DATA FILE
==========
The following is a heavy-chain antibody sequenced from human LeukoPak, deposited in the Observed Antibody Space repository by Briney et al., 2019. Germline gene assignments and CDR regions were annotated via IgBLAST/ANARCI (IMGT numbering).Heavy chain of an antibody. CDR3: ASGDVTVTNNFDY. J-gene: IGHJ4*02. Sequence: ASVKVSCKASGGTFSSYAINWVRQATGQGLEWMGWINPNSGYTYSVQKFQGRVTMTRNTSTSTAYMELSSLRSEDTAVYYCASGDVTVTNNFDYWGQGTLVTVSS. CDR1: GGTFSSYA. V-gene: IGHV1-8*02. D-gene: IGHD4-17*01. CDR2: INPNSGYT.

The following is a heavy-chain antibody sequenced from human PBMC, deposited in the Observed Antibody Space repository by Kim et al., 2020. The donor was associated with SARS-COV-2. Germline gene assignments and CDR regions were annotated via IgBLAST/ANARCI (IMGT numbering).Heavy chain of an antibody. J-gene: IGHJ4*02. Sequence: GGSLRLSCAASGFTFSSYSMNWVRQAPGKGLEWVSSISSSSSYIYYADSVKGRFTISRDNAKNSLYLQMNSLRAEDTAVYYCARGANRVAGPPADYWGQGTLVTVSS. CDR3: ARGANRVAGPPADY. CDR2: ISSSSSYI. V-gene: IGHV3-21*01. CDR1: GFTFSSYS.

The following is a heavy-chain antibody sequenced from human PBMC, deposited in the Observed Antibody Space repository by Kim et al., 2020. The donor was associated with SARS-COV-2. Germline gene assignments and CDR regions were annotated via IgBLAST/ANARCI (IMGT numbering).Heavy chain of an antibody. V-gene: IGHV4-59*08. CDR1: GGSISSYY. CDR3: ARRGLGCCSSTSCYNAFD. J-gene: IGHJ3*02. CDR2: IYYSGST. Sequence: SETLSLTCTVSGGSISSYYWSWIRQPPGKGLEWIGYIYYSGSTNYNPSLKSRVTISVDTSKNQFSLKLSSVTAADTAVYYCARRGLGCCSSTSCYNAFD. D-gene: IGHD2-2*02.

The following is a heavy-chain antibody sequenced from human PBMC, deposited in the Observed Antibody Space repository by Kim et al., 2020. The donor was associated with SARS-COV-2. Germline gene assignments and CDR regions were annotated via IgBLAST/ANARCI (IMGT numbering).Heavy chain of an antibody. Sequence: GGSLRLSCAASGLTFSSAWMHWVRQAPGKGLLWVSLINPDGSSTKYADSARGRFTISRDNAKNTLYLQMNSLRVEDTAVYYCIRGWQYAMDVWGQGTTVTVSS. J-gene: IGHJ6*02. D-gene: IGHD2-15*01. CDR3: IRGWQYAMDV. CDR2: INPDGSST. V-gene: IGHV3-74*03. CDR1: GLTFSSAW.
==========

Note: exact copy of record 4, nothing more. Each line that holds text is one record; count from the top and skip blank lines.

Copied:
The following is a heavy-chain antibody sequenced from human PBMC, deposited in the Observed Antibody Space repository by Kim et al., 2020. The donor was associated with SARS-COV-2. Germline gene assignments and CDR regions were annotated via IgBLAST/ANARCI (IMGT numbering).Heavy chain of an antibody. Sequence: GGSLRLSCAASGLTFSSAWMHWVRQAPGKGLLWVSLINPDGSSTKYADSARGRFTISRDNAKNTLYLQMNSLRVEDTAVYYCIRGWQYAMDVWGQGTTVTVSS. J-gene: IGHJ6*02. D-gene: IGHD2-15*01. CDR3: IRGWQYAMDV. CDR2: INPDGSST. V-gene: IGHV3-74*03. CDR1: GLTFSSAW.